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Pluralistic evaluation framework published in Ecological Economics

May 3, 2022 | Blog

By Richard Gunton, CECAN Fellow

3rd May 2022   

Last month saw the publication of our paper outlining a new tool for evaluating policies and projects. This tool has been under development since my fellowship with CECAN in 2017-18, and its publication in the journal Ecological Economics is a milestone for our team. We’ve already had considerable interest in the paper, and now we are looking for an opportunity to pilot the framework in more depth with a policy organisation or business.

The tradition of ecological economics is apt for our work, since it’s concerned with valuing in ways that go beyond traditional market economics.  This was brought home for me personally by a paper from 1998 in the same journal, “Weak comparability of values as a foundation for ecological economics”.  That’s what we are trying to address: how to assess diverse kinds of value (or goodness, as we prefer to call it) that cannot be directly compared, and feed them into decision-making and evaluation processes that are scientifically informed, transparent and accountable.  We seek a middle way between classical cost-benefit analysis, on the one hand, and unstructured deliberation processes, on the other.

The pluralistic evaluation framework (PEF) offers a structure for considering multiple kinds of process and impact, assessed according to multiple kinds of goodness, with input from multiple stakeholders.  Those are the three pillars of our tool, which attempts to bring unity and balance to multifaceted evaluation scenarios by cutting across those pillars with a tried-and-tested set of philosophical categories.  These categories cover ecological, cognitive, social and political concerns.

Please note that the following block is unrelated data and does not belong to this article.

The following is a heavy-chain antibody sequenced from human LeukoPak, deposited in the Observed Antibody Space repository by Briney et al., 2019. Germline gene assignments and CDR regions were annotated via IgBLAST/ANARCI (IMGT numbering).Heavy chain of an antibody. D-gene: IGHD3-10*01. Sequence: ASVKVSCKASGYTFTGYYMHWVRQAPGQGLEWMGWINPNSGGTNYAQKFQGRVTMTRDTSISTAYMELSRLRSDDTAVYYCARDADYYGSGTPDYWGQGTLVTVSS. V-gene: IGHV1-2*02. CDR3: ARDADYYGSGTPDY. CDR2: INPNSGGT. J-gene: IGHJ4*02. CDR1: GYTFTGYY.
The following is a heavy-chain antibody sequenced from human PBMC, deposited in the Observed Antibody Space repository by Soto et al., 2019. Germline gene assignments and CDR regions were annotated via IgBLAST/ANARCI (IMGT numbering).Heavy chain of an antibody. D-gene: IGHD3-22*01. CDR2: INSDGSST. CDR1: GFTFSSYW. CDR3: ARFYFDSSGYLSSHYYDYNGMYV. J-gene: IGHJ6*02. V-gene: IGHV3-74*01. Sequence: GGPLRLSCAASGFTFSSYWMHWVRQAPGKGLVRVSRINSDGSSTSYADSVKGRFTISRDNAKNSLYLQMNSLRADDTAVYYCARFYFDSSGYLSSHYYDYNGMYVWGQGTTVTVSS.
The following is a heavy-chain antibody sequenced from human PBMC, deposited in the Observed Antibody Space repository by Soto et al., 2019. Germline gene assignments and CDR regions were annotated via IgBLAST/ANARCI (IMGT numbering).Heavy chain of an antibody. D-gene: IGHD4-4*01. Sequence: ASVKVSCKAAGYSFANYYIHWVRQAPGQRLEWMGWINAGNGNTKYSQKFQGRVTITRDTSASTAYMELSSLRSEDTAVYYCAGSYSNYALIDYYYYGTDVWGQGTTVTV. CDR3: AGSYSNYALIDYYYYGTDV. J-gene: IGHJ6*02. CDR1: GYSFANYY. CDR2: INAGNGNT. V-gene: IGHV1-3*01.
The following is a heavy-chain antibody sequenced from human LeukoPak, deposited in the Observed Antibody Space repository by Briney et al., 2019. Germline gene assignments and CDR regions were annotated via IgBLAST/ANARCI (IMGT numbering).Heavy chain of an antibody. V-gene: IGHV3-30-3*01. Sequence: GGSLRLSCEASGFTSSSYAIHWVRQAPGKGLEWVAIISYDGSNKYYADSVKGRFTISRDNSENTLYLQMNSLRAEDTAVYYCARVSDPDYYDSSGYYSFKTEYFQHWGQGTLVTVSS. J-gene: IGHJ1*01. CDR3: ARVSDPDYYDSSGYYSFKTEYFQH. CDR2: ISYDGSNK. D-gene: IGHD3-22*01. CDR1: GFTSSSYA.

We have explored applications of the PEF in a regional planning scenario prone to NIMBY-ism (in the paper), and in sustainable agriculture (in a forthcoming book chapter).  Next, we want to apply it in real time to a live policy or project, which will help us refine the tool and develop a user-friendly interface.  We also envisage a text-mining tool that can produce a profile of value-types to characterise reports, publicity material and policy documents.

Please contact me (Richard.Gunton) @winchester.ac.uk if you have suggestions for a pilot project.

More about the pluralistic evaluation framework:



www.pluralisticevaluation.org (forthcoming)

The new paper can be freely downloaded from the following link until 22 May: https://authors.elsevier.com/a/1erTK3Hb%7E0Wcsz

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